He was surprised no one came after him now, but breakfast would be over soon enough. He didn’t want the lukewarm scrambled eggs or cold toast. Cheerios were for little kids, and the sausage looked like something from out of a dog’s rear end. He contemplated going on a hunger strike and smiled grimly. He thought he could last forty-six days. Easy.

He swung his legs over the side of the bed and looked around the room: two twin beds, two chairs pushed up to small tables meant to serve as desks, and some open shelving near the doorway where he and his roommate kept jeans, plain white t-shirts, socks, and underwear. All of their personal clothing, shoes, and possessions had been taken away. He wasn’t even allowed an iPod or even a watch in this unit. There was no door in the frame leading to the hallway. Anyone could look in. Worst of all, the bathroom door was cut out two-thirds up so that staff could peek over. He hated that there was no privacy, that he couldn’t even take a crap without the worry that someone would watch.

He stood and paced, but the room allowed him to take only six cribbed steps. He’d never liked enclosed places. Tightening his fists, he squeezed, tensing his forearms, and let out a growl. His breath quickened, and the panicky feeling welled up inside. The pale blue walls sported no pictures, no windows. It would take a year of Sundays and fifty jackknives to scratch his way through the cement block to the outside.

He stepped into the bathroom and whispered, “Gross!” under his breath. The room was, at most, seven by ten feet. To the right, the sink was built in an alcove. A sheet of high-gloss metal, screwed into the wall above the sink, served as a mirror. Two toothbrushes lay on the counter next to a plastic soap dish and one tiny tube of generic toothpaste. The area to the left sported a showerhead in one corner, and six feet away, in the other corner, a toilet stool. No curtain. He had to shower in the tiny space, and if the metal toilet got splashed, too bad.

“Fucking gross. No fucking privacy…people just watching you shit and shower.”

Eddie leaned over the counter surrounding the sink, his palms pressing hard. He could make out his reflection in the metal, but everything was fuzzy around the edges. In the past, he’d never understood when his Aunt Phyllis told him he was too intense, but obviously his level of intensity was too much for this hellhole. He knew nobody he could trust. His roommate, a fat kid two years younger named William, was closed off in his own mute world. Even after Eddie provoked him mercilessly, William pretended Eddie didn’t exist.

The area under the sink was open. Beneath the water pipes was a rack made of plastic. It held a stack of scruffy towels, washcloths, and a spare roll of toilet paper which had gotten speckled with water but was now dry and rippled. He kicked at the rack, and the shelf bounced up off the supports, then fell back in place. The roll of TP hit the floor, and so did something else.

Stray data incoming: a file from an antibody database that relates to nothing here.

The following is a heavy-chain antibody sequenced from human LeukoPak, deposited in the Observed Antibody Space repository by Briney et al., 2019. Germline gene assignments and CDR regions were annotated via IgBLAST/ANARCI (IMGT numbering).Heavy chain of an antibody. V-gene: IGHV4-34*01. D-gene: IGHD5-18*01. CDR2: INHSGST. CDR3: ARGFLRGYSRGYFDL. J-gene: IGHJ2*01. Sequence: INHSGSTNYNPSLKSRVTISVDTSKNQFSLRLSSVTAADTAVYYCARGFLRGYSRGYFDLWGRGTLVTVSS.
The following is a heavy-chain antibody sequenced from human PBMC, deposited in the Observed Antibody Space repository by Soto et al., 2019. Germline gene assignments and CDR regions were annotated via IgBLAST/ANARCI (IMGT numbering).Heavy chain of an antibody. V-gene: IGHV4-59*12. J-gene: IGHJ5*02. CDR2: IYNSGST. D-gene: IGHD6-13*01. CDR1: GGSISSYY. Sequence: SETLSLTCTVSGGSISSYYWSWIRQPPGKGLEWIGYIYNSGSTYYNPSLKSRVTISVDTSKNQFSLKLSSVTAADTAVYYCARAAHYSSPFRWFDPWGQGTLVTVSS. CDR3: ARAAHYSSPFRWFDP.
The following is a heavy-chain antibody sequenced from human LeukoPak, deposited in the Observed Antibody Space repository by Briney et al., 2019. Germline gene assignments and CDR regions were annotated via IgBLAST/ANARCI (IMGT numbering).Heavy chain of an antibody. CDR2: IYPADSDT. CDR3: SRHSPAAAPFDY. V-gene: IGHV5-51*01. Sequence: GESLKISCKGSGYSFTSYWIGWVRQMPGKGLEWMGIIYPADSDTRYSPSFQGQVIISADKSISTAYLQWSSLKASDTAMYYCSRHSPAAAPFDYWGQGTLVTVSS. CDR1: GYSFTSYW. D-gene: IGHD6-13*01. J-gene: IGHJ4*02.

Frowning, Eddie reached down for a flat metal container lying on its side. Liquid swished to and fro, gradually settling. He picked it up. The screw-on lid opened to reveal pungent-smelling liquid.

“Well, shit. What’s this?”

He sneaked a look over the closed half-door. His roommate had not returned, and he heard no sounds in the hall.

“Oh, wow,” Eddie whispered as he sniffed at the metal flask. “William, you little creep. How the hell did you keep this from me?”

He closed his eyes and took a tiny sip, just one touch on his tongue. He hadn’t ever tasted anything quite like it. Jim Beam, Jack Richland, Johnny Walker Red, and Captain Morgan were familiar. He liked liquors with a man’s name attached, but he’d been drunk plenty of times on Absolut, Cutty Sark, Bacardi, Wild Turkey, and every variation of cheap wine and beer. This tasted like bourbon—but not exactly like any bourbon he’d ever had before. He wasn’t sure if it was of high quality—or perhaps just crap. He didn’t care. He raised the flask to the makeshift mirror. “Bottom’s up.”

Relishing a mouthful, he swallowed in metered amounts, feeling the liquor burn its way down his throat. His eyes watered, and he wheezed for a moment, then let out a satisfied burp. With a deep sigh, he swirled the remaining liquid. A feeling of intense happiness threaded its way through him from the tips of his toes all the way up to his ears. He quaffed down another shot. This one tasted exceptionally bitter, and for a moment, his throat threatened to close up.

Eleven days and I’m already out of practice? He let out a snort, then turned and leaned back against the counter, holding the container in both hands. The next swig he intended to savor. He licked his lips and thought of his last binge, of how sweet the rum tasted and how cute the girl with him had been. He refused to think of the crash that put her in the hospital. Eddie’s aunt’s car was an older model with one air bag, on the driver’s side only, so he’d been all right. His cousin Stevie in the back seat had only gotten banged up, but Kimberly went through the windshield. Aunt Phyllis hadn’t known about the girl’s medical condition when he’d seen her the day before. Oh, well, he thought. There’ll be plenty of other girls.